BBC / WWII, National Library of Scotland, TikTok, More: Wednesday ResearchBuzz, September 4, 2019


PressGazette: BBC sent coded messages in news bulletins during WW2, archive files reveal. “A new archive of BBC interviews and documents has revealed the corporation’s role in secret activities during the Second World War, including sending coded messages to help European resistance fighters.”

National Library of Scotland: Data Foundry launched. “The new Data Foundry site presents Library collections as data in a machine-readable format, widening the scope for digital research and analysis. Techniques like content mining and image analysis can now be carried out using the Library’s collections.”


TechCrunch: The NFL joins TikTok in multi-year partnership. “The NFL and social video app TikTok today announced a multi-year partnership to bring NFL content to worldwide fans, just ahead of the NFL’s 100th season kick off on September 5. The partnership includes the launch of an official NFL account on the video platform, as well as a series of NFL-themed hashtag challenges, and other marketing opportunities for brands around the NFL content.”

CNN: YouTube says it’s removing more hate speech than before but controversial channels remain up. “In a blog post on Tuesday, YouTube said it had removed more than 100,000 videos and over 17,000 channels for violating its hate speech rules in April through June, which is five times more than it removed in the previous three months. It also took down over 500 million comments over hate speech.”


MakeUseOf: 6 Spotify Sites to Discover New Music and Find Playlists You’ll Like. “Now, Spotify already does a good job of uncovering new music you might like through its features like Discover Weekly, Daily Mix, and Radio Stations. But when you step out of the Spotify bubble, there are better ways to discover new music. That’s what this fresh list of Spotify related apps is for.”


Miami New Times: Bahamians Crowdsource Social Media to Find Relatives After Hurricane Dorian. “…Bahamian residents have created their own search teams on social media, WhatsApp, and even Google Docs. Facebook groups that formed years ago to share local happenings are now being used to locate missing loved ones. A WhatsApp group chat with almost 300 members searching for relatives is at capacity. And locals are accounting for those who have been found safe through a crowdsourced spreadsheet.”

New York Times: Life in an Internet Shutdown: Crossing Borders for Email and Contraband SIM Cards. “The shutdowns do more than stunt the democratic process. They can batter whole economies and individual businesses, as well as drastically disrupt the daily life of ordinary citizens, turning the search for mobile service into a game of cat and mouse with the police and driving people across borders just to send emails for work.”

Mashable: How Google Calendar is breaking hearts . “My friend’s Google Calendar isn’t the only heartbreaker. When Hannah — who prefers to use her first name only — split up with her boyfriend of 3.5 years, their shared Google Calendar added to her heartbreak. ‘We had so much planned in the shared calendar including lots of family events with his family,’ she said. ‘The worst thing was that he obviously didn’t realise he was still adding ‘events’ to the calendar after we’d broken up.'”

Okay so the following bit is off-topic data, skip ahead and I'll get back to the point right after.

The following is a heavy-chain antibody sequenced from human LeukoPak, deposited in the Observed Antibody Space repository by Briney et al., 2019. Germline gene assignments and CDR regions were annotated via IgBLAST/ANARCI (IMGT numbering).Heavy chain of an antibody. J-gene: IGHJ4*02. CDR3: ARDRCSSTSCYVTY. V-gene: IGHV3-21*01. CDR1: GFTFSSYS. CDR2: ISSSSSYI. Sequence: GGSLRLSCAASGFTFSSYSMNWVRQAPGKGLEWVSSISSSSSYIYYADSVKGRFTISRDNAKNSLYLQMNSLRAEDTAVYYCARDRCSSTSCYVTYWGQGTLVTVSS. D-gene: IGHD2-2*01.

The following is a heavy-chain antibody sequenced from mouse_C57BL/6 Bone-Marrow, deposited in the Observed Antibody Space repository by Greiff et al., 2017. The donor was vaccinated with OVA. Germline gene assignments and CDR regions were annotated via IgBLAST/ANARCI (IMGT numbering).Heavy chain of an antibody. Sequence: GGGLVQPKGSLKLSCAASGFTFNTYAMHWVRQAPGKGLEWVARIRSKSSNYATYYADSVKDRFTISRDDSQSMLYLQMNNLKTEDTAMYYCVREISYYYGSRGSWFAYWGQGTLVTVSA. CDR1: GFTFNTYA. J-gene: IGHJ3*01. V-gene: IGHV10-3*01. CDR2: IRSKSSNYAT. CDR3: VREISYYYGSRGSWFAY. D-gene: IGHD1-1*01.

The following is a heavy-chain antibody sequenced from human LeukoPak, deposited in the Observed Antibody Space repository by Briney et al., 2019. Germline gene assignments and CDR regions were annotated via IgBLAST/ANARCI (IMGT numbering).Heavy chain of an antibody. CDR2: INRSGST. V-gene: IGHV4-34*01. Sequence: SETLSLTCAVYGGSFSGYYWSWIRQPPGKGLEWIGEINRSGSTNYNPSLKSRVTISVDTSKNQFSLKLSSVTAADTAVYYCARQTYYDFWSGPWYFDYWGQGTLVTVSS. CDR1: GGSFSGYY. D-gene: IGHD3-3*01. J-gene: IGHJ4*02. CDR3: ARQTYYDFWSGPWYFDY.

SwissInfo: Study finds Big Data eliminates confidentiality in court judgements. “Swiss researchers have found that algorithms that mine large swaths of data can eliminate anonymity in federal court rulings. This could have major ramifications for transparency and privacy protection.”

MIT News: A comprehensive catalogue of human digestive tract bacteria. “The human digestive tract is home to thousands of different strains of bacteria. Many of these are beneficial, while others contribute to health problems such as inflammatory bowel disease. Researchers from MIT and the Broad Institute have now isolated and preserved samples of nearly 8,000 of these strains, while also clarifying their genetic and metabolic context.”

ScienceBlog: The Chemistry Of Art: Scientists Explore Aged Paint In Microscopic Detail To Inform Preservation Efforts. “Watching paint dry may seem like a boring hobby, but understanding what happens after the paint dries can be key in preserving precious works of art. The formation of metal soaps in artwork composed with oil paints can cause ‘art acne’ – including pimpling and more severe deterioration – which poses a pressing challenge for art conservation around the globe.”


Nerd4 .life: WunderBO, a new online video game that promotes Bologna and its museums. “WunderBOi s a game to learn about and explore the cultural heritage of Bologna, an adventure full of puzzles, trivia and hidden object in which the player is called to collect the remains coming from the Medieval Civic Museum and the Museum of Palazzo Poggi in Bologna for the descrambling of a real Wunderkammer , or ‘wonder room’ (the Wunderkammer is unfenomeno collectors of the seventeenth century, typical of the area, cultural centre-european mixed natural and artificial objects, with a particular penchant for the bizarre and the wonderful).” Good morning, Internet…

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